Canadian courts and tribunals have developed common law tests associated with the employment relationship to determine who is an employee and who is an independent contractor. The following are key factors considered in these tests:

  • Control
  • Ownership of tools
  • Chance of profit/risk of loss
  • Business integration
  • Payment
  • The factors are weighed and considered together in determining whether a person is an employee or independent contractor.

As an example, if the relationship looks like an employment relationship wherein the employer controls working conditions and the worker is economically dependent on the employer, the worker will likely be found to be an employee.

Worker Classification Example:

The case Fisher v Hirtz, 2016 ONSC 4768 details the scope of review and analysis necessary in determining the true legal nature of employment relationships and employee classifications therein and the impact of that classification on dismissal claims.

In this case, the plaintiff sues a company for wrongful dismissal. In the end, her claim was dismissed because the court determined she should be classified as an independent contractor not an employee. Had she been deemed an employee or dependent contractor, the court would have concluded, among other things, that she did not quit but was dismissed without cause and was entitled to pay in lieu of reasonable notice.

Employee versus contractor cases result in varying decisions on classification — there is no set formula to determine classifications. Decisions must be on a case-by-case basis involving close attention to the factors in each case. In the end, the true legal nature of the employment relationship must be identified and clarified.

In determining the true legal nature of relationships the courts look at:

  • The intentions of the parties
  • How the parties themselves regard the relationships
  • The behaviour of the parties toward each other
  • The manner of conducting their business with one another.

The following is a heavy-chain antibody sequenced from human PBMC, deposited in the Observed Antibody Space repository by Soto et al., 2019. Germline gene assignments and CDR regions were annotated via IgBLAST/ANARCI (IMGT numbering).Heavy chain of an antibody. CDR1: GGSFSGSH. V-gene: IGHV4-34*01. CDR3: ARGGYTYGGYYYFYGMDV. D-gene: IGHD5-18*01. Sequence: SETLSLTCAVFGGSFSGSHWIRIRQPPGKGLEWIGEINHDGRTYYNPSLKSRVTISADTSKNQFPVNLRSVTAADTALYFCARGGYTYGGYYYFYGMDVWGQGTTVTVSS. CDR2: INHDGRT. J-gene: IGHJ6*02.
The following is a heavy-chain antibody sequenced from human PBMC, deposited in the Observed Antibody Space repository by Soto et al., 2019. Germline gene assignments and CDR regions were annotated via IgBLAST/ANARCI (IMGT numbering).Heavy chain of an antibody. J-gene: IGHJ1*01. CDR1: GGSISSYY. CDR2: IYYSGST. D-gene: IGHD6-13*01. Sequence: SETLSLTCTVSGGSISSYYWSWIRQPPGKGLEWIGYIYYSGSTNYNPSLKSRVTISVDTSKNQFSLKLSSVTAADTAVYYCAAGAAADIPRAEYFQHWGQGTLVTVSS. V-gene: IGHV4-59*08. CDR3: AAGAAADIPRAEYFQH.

In Fisher v Hirtz, the court followed the tiered analysis and applied the above legal principles of established methodologies and criteria. In the end, the worker was deemed a contractor as her employer assigned the work, as it did to other trades persons, but she controlled whether she would accept the assignment.

The first stage of analysis will end once the worker is determined to be an employee. If the worker is determined to be a “contractor” the analysis will continue through a second stage to decide if they are a dependent contractor or an independent contractor.

In the case cited above, during the second stage of the analysis, the court determined she was an independent contractor as she had only provided varying amounts of services over a sixteen-month period during which she also carried on business as a sole proprietor. There was little evidence of any long-term dependency.

General Overview of Independent Contractors

Essentially, contractors are self-employed service providers who manage their own businesses.

An independent contractor has more freedom to choose how they complete work but are responsible for paying their own taxes, getting their own health insurance, and paying into unemployment and workers compensation funds. The most important factor is the level of control an employer has over the worker.

In contrast, an employee works under the control of an employer and has certain benefits provided by the employer including workers compensation, unemployment insurance, and health insurance.

Protection for Contract Employees

Canadian law has not yet caught up with changes in the labour market and contract workers are generally excluded from the protections and benefits that accompany traditional paid employment.

Gig workers are generally treated as independent contractors with none of the employment rights guarantees available in more regular jobs. The Employment Standards Act (ESA) does not apply to independent contractors, volunteers or other individuals who are not considered employees under the ESA.

How can businesses and employers protect themselves?

Practice development tips:

  • Take a proactive approach to reviewing the workforce and classifying employees accordingly. This can save a lot of headaches, potential penalties and even mitigate the risk of litigation.